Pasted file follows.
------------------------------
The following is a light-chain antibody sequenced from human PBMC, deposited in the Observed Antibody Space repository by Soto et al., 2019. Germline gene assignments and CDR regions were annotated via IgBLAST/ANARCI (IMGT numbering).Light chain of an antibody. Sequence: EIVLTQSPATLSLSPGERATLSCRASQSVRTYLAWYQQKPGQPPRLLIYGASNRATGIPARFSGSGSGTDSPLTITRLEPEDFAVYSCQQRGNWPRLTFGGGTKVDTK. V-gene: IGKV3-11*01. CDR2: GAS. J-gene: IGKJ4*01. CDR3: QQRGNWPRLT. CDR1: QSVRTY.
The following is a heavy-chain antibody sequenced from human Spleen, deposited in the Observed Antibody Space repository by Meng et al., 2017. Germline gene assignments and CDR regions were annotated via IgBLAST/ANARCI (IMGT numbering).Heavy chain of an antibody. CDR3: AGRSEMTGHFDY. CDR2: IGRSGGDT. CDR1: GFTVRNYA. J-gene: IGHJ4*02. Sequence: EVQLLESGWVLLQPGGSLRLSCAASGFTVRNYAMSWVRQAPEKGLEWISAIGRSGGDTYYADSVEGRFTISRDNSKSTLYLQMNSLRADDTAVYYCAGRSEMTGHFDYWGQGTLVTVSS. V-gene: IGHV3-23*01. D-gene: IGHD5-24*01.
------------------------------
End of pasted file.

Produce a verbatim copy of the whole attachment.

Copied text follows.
The following is a light-chain antibody sequenced from human PBMC, deposited in the Observed Antibody Space repository by Soto et al., 2019. Germline gene assignments and CDR regions were annotated via IgBLAST/ANARCI (IMGT numbering).Light chain of an antibody. Sequence: EIVLTQSPATLSLSPGERATLSCRASQSVRTYLAWYQQKPGQPPRLLIYGASNRATGIPARFSGSGSGTDSPLTITRLEPEDFAVYSCQQRGNWPRLTFGGGTKVDTK. V-gene: IGKV3-11*01. CDR2: GAS. J-gene: IGKJ4*01. CDR3: QQRGNWPRLT. CDR1: QSVRTY.
The following is a heavy-chain antibody sequenced from human Spleen, deposited in the Observed Antibody Space repository by Meng et al., 2017. Germline gene assignments and CDR regions were annotated via IgBLAST/ANARCI (IMGT numbering).Heavy chain of an antibody. CDR3: AGRSEMTGHFDY. CDR2: IGRSGGDT. CDR1: GFTVRNYA. J-gene: IGHJ4*02. Sequence: EVQLLESGWVLLQPGGSLRLSCAASGFTVRNYAMSWVRQAPEKGLEWISAIGRSGGDTYYADSVEGRFTISRDNSKSTLYLQMNSLRADDTAVYYCAGRSEMTGHFDYWGQGTLVTVSS. V-gene: IGHV3-23*01. D-gene: IGHD5-24*01.